The calcium studies were pioneering studies which laid the foundation for much subsequent research on osteoporosis. The scientists gave 45 youths and one adult two exposures totaling 4 to 12 millirems (99 percent to 97 percent below the current limit). To interpret these figures, it should be noted that the extra radiation dose for a round trip airplane flight from Boston to California is 12 millirems. Also, 10 millirems is the amount of exposure per year from daily use of salt substitute (potassium chloride).
The research was done by F. Bronner, Professor Harris, C.J. Maletskos, all of MIT, and C.E. Benda, who had an appointment at the Harvard Medical School and was clinical director at the Fernald School.
The first calcium study, published in 1954, involved 19 youths aged 13 to 17 with a low-calcium diet. They received two oatmeal or farina breakfasts three weeks apart, each containing in the milk 0.85 microcuries (two-trillionths of an ounce) of radioactive calcium45 as a tracer.
The second study, published in 1956, involved 17 youths aged 10 to 16 with a moderate-calcium diet; each of them also received two oatmeal or farina breakfasts three weeks apart containing the same amount of radioactive calcium. The two studies showed that if sufficient calcium was present in the diet, phytates (a class of chemical compounds) in food such as oatmeal have no effect on the amount of calcium absorbed by the body. The amount of dietary calcium required was about three times the amount of phytate in the diet; this requirement is met by most American diets (but not, perhaps, by very low-calcium diets in other countries).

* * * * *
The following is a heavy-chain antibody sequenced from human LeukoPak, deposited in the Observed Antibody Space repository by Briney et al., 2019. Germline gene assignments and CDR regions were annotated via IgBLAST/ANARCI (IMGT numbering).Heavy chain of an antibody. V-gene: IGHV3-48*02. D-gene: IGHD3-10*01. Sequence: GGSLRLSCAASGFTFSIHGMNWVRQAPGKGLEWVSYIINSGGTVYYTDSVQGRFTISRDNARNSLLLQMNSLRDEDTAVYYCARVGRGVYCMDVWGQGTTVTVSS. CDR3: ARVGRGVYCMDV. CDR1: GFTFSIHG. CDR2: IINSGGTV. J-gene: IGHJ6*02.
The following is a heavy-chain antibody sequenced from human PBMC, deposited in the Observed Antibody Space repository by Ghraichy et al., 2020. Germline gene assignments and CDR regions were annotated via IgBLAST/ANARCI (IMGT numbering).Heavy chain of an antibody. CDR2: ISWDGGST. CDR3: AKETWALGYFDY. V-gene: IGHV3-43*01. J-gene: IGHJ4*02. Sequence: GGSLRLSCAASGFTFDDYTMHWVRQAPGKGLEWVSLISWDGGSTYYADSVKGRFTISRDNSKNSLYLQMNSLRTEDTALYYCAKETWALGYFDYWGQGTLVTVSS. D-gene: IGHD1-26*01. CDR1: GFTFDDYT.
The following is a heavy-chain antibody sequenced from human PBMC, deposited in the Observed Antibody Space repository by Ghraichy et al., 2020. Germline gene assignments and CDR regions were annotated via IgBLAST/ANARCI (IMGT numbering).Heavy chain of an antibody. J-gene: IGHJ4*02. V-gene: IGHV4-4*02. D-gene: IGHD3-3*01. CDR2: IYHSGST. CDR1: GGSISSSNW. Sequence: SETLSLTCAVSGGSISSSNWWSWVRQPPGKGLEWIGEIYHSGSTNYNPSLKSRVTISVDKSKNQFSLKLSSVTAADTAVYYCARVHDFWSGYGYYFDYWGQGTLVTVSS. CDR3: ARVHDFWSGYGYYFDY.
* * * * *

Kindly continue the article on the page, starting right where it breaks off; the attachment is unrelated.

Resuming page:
A third calcium study, also published in 1956, involved nine youths (aged 11 to 15) who had the same breakfast as those in the other two studies. They also received a direct injection of calcium containing as a tracer slightly less than two-trillionths of an ounce (0.75 microcuries) of radioactive calcium. An adult also received an injection with a proportionally higher dosage.
The purpose of the third study was to establish a baseline for the metabolism of calcium in the blood, including how much is excreted via the urine and feces after the calcium, in a reverse absorption process, passes through the wall of the lower gastrointestinal tract. The third calcium study found that calcium in the body system is excreted mostly through the urine, with only a third being excreted in the feces. It also showed that the body excretes injected calcium very slowly (because the calcium goes to the bones and stays there).
By comparison, radiation exposure from therapeutic treatment for medical conditions is vastly larger. For example, radioactive iodine drinks for hyperthyroidism deliver 10,000,000 millirems to the thyroid gland and 20,000 millirems to the rest of the body.
A person's normal lifetime risk of contracting cancer from all sources--tobacco, chemicals, background radiation, medical radiation etc.)--is one in three. The lifetime risk for a fatal cancer is one in five. For the iron study, there was an increased lifetime risk of a fatal cancer ranging from about one in 2,000 to about one in 4,000. For the calcium study, the increased lifetime risk of a fatal cancer ranges from about one in 55,000 to one in 160,000.
A version of this article appeared in the January 12, 1994 issue of MIT Tech Talk (Volume 38, Number 19).